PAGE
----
Weaning Advice

10 Top Tips to Ease into Vegetable Led Weaning

3 min read

Introducing solid foods is known as complementary feeding or weaning.

The process is intended to complement your baby's usual milk from around six months of age or when they are ready to begin the transition from exclusive milk feeds to solids.

The Benefits of Vegetable Led Weaning

Your little one's palate is a blank canvas that's easily shaped by new taste experiences and receptive to all five basic tastes (though naturally preferring those that are sweet or salty). Here at Babease, we believe that when you start to introduce solid foods, it's really important to start with vegetables in as much variety as you can manage.

The more bitter-tasting vegetables such as broccoli and kale will likely require more perseverance than naturally sweet-tasting vegetables like carrot or sweet potato, but it's definitely worth the extra effort.

Studies have shown that babies who eat a wide variety of vegetables during complementary feeding go on to eat more vegetables in later childhood than those that don't.


The Weaning Stages Explained cta


Our veg forward recipes start with our wonderfully smooth Stage 1, all designed to be gentle on your baby's taste buds and tums. 

With our Stage 2 recipes, we introduce textures and exciting new ingredients, including herbs and spices, to help develop your baby's taste for healthy foods and a more savoury palate. 

Introducing your little ones to a wide range of tastes and textures at an early age is the best way to raise healthy and adventurous eaters.

How to Know When Your Baby is Ready

Most babies are ready for their first tastes of food at around six months of age. Try to look out for signs they are ready, such as:

  • Holding their head steady.
  • Sitting up unaided.
  • Being able to pick up food and place it in their mouth.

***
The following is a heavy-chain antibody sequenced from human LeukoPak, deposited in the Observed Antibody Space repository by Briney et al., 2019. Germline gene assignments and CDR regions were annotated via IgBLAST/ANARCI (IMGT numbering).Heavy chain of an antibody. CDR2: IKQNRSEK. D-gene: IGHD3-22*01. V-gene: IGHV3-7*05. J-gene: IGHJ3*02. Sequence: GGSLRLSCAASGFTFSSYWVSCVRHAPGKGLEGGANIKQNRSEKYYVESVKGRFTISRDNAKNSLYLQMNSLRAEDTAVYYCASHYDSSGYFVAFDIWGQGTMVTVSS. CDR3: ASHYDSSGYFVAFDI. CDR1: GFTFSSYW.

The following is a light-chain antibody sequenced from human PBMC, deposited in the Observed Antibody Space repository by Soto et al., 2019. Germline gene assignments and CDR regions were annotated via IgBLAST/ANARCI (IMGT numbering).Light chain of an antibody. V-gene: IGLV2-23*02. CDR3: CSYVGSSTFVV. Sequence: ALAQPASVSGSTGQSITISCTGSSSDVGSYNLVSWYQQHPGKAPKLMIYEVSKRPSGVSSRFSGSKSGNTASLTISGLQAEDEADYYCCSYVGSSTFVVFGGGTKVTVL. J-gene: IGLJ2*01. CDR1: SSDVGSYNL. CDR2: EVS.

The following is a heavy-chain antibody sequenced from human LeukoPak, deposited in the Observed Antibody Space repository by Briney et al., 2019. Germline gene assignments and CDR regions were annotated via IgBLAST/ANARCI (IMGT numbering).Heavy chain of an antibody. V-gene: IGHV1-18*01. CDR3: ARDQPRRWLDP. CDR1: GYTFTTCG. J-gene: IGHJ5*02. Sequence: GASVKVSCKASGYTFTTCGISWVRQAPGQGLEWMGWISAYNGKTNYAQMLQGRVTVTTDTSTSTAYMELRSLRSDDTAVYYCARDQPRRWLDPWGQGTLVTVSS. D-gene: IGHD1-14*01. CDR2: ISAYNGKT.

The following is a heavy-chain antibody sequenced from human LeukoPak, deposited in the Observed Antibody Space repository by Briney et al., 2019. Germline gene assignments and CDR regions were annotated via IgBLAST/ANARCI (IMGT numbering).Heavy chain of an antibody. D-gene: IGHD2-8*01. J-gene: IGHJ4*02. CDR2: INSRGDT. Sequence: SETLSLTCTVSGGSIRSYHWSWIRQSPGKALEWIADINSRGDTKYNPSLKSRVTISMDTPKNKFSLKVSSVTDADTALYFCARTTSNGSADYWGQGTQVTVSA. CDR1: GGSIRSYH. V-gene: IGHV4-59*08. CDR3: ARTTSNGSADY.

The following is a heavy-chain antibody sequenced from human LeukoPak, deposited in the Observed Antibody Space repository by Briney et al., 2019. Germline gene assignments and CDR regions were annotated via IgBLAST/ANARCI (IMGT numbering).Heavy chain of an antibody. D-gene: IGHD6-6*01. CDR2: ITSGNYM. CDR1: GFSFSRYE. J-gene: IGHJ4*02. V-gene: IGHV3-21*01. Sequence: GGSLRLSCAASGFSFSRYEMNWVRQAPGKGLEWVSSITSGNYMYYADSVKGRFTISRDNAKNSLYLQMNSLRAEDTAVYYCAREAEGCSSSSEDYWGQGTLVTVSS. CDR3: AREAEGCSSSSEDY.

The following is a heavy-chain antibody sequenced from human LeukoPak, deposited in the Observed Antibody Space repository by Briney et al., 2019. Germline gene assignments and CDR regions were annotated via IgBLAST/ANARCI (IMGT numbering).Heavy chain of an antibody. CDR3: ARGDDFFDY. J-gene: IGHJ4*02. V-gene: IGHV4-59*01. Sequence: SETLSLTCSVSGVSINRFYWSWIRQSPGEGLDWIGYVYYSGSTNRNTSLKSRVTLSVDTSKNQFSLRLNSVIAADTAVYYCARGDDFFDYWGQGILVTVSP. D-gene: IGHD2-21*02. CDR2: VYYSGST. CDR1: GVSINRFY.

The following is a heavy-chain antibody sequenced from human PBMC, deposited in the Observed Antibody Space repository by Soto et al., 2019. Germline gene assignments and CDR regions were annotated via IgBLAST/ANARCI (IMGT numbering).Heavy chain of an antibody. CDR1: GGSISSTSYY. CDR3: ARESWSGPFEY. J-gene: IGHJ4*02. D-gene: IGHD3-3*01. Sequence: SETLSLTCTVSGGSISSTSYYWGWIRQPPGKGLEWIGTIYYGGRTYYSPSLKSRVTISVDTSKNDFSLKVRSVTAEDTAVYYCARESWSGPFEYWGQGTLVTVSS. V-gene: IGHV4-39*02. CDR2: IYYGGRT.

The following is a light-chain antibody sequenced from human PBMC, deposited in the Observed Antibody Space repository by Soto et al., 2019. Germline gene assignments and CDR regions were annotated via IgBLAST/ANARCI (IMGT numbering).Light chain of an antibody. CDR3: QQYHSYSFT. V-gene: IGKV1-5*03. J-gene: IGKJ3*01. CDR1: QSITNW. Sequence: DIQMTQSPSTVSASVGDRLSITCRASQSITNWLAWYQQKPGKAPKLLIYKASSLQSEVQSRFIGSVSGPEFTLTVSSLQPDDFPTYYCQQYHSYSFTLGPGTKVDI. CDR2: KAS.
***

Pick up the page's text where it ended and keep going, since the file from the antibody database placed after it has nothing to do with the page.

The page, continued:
• Being able to swallow food.

Babease Top Tips to Ease into Vegetable Led Weaning

1. Develop a mealtime routine; ensure your baby is well supported in a comfortable highchair and is not able to wobble around.

2. Encourage your little one to lick away any food from around the mouth. This is a great way to get their tongue and mouth working towards swallowing effectively and developing tongue and mouth muscles for talking.

3. Have fun! Encourage your baby to have fun and play with food, experiment with mashing, squashing, licking and squeezing. These activities will encourage your baby to enjoy their food while learning new flavours and textures. 

4. Eat together; sit with your baby and eat together when possible. Letting them share your plate and taste your food helps make mealtimes sociable and will give them an opportunity to learn from the rest of the family.

5. Offer both a sweet and savoury course. This enables your baby to discover a wide range of tastes and textures and keeps things interesting.

6. Trust Mother Nature. A baby's gag reflex is much further forward; if food slips to the back of their mouth, they will cough it up. They will do this frequently while learning to eat solid foods, so take it slow and try to relax.

7. Let your baby enjoy the real taste of vegetables. By masking the taste of more bitter vegetables, your baby may find them more difficult to accept later on. The Babease range is vegetable led, including premium organic ingredients.

8. Continue your baby's usual milk alongside weaning. Breastmilk or formula milk provide most of the nutrients your baby needs, and as they eat more food, the amount of milk they take will naturally decrease.

9. Let your baby decide when they've had enough. Let them set the pace and take their time at mealtimes. Rather than encouraging them to clear their plate, let them take as much as they need.

10. Don't give up and enjoy the process! It can take up to 14 experiences of a particular food before a baby gets used to it and enjoys the taste. Lastly, don't forget to enjoy this exciting new step and capture those food covered faces!


The recipes you tried and the hacks you used, because who has every ingredient in the house anyway?